But by the 1980s, rare diseases and urgent health threats were being ignored due to the time and expense of drug development. To address this, the Congress and the FDA introduced special status programs. Clearly the intention of strict regulatory measures was to safeguard the public from substances which might be either dangerous or useless. But the new regulatory approach also led to slower drug approvals and greater development expenses. By the 1980’s, the ballooning time and expense of developing new drugs was causing drug companies to ignore illnesses with small patient populations. It also prevented the drug companies from providing rapid response to changing health threats such as the newly emerging AIDS epidemic. This was when Congress and the FDA began introducing “special status” programs such as “orphan status” and “expedited approval”, which provided significant incentives to address such niche markets.

More recently, concerns are building that big pharma is “gaming the system” and that special status incentives are “crowding out” drugs which would better serve broader public interest. As of 2019, the majority of drugs approved by the FDA are now typically benefiting from some kind of special status designation from the FDA. Many individual drug candidates receive multiple preferential designations. The effect of the strong incentives has been to cause drug companies to disproportionately target ultra-expensive drugs for ultra-tiny populations. For example, Horizon Pharm (HZNP) markets Ravicti for the treatment of urea cycle disorder which costs roughly $800,000 per patient per year, creating a billion dollar revenue opportunity despite a population of only around 2,000 potential patients.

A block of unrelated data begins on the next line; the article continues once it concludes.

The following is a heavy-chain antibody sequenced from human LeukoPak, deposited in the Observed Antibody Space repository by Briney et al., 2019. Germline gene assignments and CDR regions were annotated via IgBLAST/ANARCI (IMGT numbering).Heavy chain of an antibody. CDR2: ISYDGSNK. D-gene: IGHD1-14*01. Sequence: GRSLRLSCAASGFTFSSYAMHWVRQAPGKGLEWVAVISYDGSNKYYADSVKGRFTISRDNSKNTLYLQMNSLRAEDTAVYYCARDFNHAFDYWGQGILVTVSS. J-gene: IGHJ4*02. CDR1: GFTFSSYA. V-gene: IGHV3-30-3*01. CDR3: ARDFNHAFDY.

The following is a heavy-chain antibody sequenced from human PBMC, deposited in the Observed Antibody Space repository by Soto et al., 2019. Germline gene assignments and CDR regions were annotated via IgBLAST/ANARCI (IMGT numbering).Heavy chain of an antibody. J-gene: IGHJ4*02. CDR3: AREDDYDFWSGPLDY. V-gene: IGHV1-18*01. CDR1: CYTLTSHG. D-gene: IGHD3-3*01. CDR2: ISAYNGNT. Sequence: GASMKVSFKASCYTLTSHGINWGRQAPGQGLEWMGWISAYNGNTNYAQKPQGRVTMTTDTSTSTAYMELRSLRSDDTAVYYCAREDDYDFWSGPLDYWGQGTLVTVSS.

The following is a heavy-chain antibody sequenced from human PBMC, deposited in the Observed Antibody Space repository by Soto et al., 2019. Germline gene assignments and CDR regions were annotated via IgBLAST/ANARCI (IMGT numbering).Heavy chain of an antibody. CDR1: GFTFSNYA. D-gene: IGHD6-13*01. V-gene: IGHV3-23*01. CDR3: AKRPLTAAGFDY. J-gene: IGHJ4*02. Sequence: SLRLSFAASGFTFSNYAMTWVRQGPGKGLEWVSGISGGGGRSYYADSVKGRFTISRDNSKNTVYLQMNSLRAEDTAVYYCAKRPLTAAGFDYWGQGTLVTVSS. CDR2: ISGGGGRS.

Meanwhile, the onset of the FDA’s special status incentive programs for niche indications coincided with a steep drop off in drug company efforts to address newly evolving threats such as “super bug” resistance. As a result of this “crowding out” effect, it is increasingly possible that the regulatory pendulum may once again swing back away from such heavy incentivizing of niche drugs.

Understanding the different types of “special status” designations. Confusing terminology. Overlapping categories. It can be confusing to understand the subtle differences between various special status programs for drugs and biologics. Further complicating the issue is the fact that many therapeutics may qualify for several of these programs at the same time. For example, the FDA estimates that 85-90% of diseases deemed as “rare diseases” are also considered to be “serious or life-threatening diseases”. But overall, the key to understanding these special status programs is that there are two major categories of diseases, as shown below.

1. “Serious or life-threatening diseases with an unmet medical need”. This is the designation for diseases such as AIDS, Ebola, Alzheimer’s and cancer. These illnesses may be widespread or they may be rare. The real point is that the threat to public health is urgent enough such that drugs which might address it should be “expedited” through the otherwise lengthy clinical trial process. The general term for this is “expedited status” and there are four specific designations of it: accelerated approval, priority review, fast track status and break-through therapy. In general, the purpose of these designations is to provide the drug sponsor with faster review times from the FDA, improved access for dialogue and (in some cases) lower thresholds for efficacy or benefits.

2. “Rare diseases and conditions”. According to the FDA, diseases which affect less than 200,000 people are deemed “rare”. Examples include spinal muscular atrophy, infantile Batten disease, and cerebrotendinous xanthomatosis. Companies targeting such rare diseases can apply for “orphan status”. The main benefits of orphan status are intended to compensate for the fact that there are very few patients. As a result, during clinical trials, drug sponsors can run their trials with far fewer patients (making such trials far less expensive and time consuming). And if the drug is later approved, there are financial and business incentives to compensate for the small addressable market.



See also: FDA Special Status Programs (Part II: Concerns) (Moxreports)